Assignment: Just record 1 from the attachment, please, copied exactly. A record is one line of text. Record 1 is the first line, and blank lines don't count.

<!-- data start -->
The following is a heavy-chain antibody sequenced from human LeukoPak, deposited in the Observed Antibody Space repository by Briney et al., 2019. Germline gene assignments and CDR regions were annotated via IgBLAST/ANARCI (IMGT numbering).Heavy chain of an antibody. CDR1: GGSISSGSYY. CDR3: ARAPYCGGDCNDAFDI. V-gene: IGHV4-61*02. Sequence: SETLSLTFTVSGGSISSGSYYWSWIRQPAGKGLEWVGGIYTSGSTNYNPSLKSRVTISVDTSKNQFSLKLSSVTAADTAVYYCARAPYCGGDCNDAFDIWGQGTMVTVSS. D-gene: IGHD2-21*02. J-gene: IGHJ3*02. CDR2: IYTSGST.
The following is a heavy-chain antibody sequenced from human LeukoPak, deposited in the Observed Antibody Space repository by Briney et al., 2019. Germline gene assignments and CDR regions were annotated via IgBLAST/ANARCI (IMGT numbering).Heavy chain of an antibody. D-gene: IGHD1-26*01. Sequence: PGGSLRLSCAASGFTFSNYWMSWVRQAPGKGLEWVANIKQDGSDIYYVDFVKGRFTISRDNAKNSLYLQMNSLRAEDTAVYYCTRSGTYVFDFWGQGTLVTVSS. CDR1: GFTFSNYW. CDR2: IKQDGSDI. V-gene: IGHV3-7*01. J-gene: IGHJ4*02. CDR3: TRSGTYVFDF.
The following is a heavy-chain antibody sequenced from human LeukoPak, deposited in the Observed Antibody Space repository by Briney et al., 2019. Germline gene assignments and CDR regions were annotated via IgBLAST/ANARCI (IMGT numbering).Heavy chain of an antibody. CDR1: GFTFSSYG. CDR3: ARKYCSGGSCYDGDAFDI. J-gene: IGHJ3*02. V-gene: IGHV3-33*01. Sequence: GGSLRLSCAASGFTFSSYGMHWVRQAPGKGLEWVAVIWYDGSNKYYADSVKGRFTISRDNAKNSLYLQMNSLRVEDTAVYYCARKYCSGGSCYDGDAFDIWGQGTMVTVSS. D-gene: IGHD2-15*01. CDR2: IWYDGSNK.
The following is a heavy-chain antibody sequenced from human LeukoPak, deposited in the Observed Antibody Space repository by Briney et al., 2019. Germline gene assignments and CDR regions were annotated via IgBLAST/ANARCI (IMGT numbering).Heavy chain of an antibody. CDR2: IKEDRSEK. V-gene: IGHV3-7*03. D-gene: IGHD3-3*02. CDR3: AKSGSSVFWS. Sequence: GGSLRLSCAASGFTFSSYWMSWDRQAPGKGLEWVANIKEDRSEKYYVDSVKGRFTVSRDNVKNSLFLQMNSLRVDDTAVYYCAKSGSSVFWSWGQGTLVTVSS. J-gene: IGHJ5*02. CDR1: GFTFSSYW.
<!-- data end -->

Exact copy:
The following is a heavy-chain antibody sequenced from human LeukoPak, deposited in the Observed Antibody Space repository by Briney et al., 2019. Germline gene assignments and CDR regions were annotated via IgBLAST/ANARCI (IMGT numbering).Heavy chain of an antibody. CDR1: GGSISSGSYY. CDR3: ARAPYCGGDCNDAFDI. V-gene: IGHV4-61*02. Sequence: SETLSLTFTVSGGSISSGSYYWSWIRQPAGKGLEWVGGIYTSGSTNYNPSLKSRVTISVDTSKNQFSLKLSSVTAADTAVYYCARAPYCGGDCNDAFDIWGQGTMVTVSS. D-gene: IGHD2-21*02. J-gene: IGHJ3*02. CDR2: IYTSGST.